Most accepted a recommendation by prosecutors to have their criminal charges converted to a lesser civil infraction with a $50 fine. At least 9 protesters declined that offer, saying they should never have been arrested at all.
Menino defended the police action, saying protesters crossed a line Monday afternoon when they sought to tie up traffic on the North Washington Street Bridge and then expanded their campground to a newly renovated section of the Greenway that authorities had specifically asked the activists to avoid.
“I understand they have freedom of speech and freedom of expression, but we have a city to manage,’’ he said.
Around 1:20 a.m., more than 200 officers, both in uniforms and riot gear, surrounded the section of the Greenway occupied by the protesters. Police Superintendent William Evans gave the crowd two minutes to disperse, warning that they would be locked up if they did not comply.
The crowd, energized by the sudden appearance of the Boston and Transit Police officers, chanted, “The people united will never be defeated,’’ “This is a peaceful protest,’’ and “The whole world is watching.’’
Ten minutes later, as many recorded them with video cameras, the first officers entered the park and surrounded the group. Evans, using a loudspeaker, gave one more warning and then police began putting protesters on their stomach, restraining their hands behind their backs and dragging them away as other officers tore down tents and arrested and detained people on the fringe of the park.
One police officer was hit in the face. According to police, no protesters or police were seriously injured.
Occupy Boston said in a statement that police had “brutally attacked’’ protesters.
“Today’s reprehensible attack by the Boston Police Department represents a sad and disturbing shift away from dialogue and towards violent repression,’’ the group said on its website.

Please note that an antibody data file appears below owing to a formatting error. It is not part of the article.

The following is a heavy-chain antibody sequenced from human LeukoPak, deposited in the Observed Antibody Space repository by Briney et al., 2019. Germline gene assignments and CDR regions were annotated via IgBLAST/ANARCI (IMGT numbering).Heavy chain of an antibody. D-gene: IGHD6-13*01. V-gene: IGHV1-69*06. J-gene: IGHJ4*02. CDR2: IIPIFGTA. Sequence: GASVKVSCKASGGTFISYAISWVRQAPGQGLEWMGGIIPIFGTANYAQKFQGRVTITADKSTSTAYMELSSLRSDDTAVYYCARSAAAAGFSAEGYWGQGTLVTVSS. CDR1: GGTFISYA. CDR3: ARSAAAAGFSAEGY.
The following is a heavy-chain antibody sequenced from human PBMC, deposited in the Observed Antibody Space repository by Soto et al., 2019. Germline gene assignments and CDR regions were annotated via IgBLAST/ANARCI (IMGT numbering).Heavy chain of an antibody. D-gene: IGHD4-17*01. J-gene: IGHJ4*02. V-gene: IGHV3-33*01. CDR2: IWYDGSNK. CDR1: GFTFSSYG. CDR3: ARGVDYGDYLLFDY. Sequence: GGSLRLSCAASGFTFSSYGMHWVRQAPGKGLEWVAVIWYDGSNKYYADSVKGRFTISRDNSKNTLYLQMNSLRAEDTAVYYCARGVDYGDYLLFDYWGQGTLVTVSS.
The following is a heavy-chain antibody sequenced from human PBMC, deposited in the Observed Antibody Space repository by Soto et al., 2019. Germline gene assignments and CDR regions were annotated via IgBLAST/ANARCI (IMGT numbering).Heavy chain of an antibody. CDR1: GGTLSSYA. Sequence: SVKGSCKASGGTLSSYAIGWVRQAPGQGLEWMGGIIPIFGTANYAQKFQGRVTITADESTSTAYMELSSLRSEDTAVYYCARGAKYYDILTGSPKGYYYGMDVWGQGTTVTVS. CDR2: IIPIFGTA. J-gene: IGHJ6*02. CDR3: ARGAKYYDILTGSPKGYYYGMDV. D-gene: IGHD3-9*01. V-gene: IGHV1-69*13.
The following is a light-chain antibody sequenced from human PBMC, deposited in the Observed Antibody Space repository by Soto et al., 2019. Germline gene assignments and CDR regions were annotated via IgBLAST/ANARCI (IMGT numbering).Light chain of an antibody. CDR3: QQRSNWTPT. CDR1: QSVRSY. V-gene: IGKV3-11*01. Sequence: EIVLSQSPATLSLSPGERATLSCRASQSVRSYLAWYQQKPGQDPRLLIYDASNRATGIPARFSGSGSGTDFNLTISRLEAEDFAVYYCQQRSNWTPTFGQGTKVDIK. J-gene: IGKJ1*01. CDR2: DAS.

Philip Anderson, a spokesman for the group, said police threw protesters to the ground and dragged them.
“It got kind of brutal,’’ he said.
Elaine Driscoll, a spokeswoman for the Boston police, said officers “have a right to protect themselves’’ and acted with restraint.
“We believe all our officers were respectful and proportional,’’ she said. The department had not received any complaints.
“We have been very accommodating to everyone’s right to demonstrate peaceably,’’ she said. “But when unpredictability starts to enter the scenario, we are obligated to maintain public order and protect public safety.’’
A city ordinance forbids sleeping in a local park between 11 p.m. and 7 a.m., giving police the authority to arrest protesters on charges of trespassing and unlawful assembly.
Driscoll said the protesters had maintained good communication with police until Monday, when hundreds of college students marched through Boston in a show of support.
The “breakdown in communication added to the level of unpredictability,’’ Driscoll said.
Driscoll said police will monitor the protests closely, but Menino made it clear the demonstrators will only be welcome for a certain amount of time.
Urszula Masny-Latos, a member of a group that provides legal advice to protesters, said she was arrested, even though she was wearing a green hat with the words, “legal observer.’’
“Four officers grabbed me and dragged me,’’ she said.